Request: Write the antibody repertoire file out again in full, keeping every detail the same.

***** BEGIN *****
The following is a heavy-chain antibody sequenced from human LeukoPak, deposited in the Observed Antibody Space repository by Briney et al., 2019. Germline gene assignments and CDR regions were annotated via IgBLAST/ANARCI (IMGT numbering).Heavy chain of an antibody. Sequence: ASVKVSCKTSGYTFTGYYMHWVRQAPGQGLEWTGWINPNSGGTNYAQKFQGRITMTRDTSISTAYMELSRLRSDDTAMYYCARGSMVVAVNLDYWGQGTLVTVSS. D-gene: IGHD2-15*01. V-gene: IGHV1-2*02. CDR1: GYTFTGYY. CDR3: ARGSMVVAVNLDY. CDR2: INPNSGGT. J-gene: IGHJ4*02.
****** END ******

The following is a heavy-chain antibody sequenced from human LeukoPak, deposited in the Observed Antibody Space repository by Briney et al., 2019. Germline gene assignments and CDR regions were annotated via IgBLAST/ANARCI (IMGT numbering).Heavy chain of an antibody. Sequence: ASVKVSCKTSGYTFTGYYMHWVRQAPGQGLEWTGWINPNSGGTNYAQKFQGRITMTRDTSISTAYMELSRLRSDDTAMYYCARGSMVVAVNLDYWGQGTLVTVSS. D-gene: IGHD2-15*01. V-gene: IGHV1-2*02. CDR1: GYTFTGYY. CDR3: ARGSMVVAVNLDY. CDR2: INPNSGGT. J-gene: IGHJ4*02.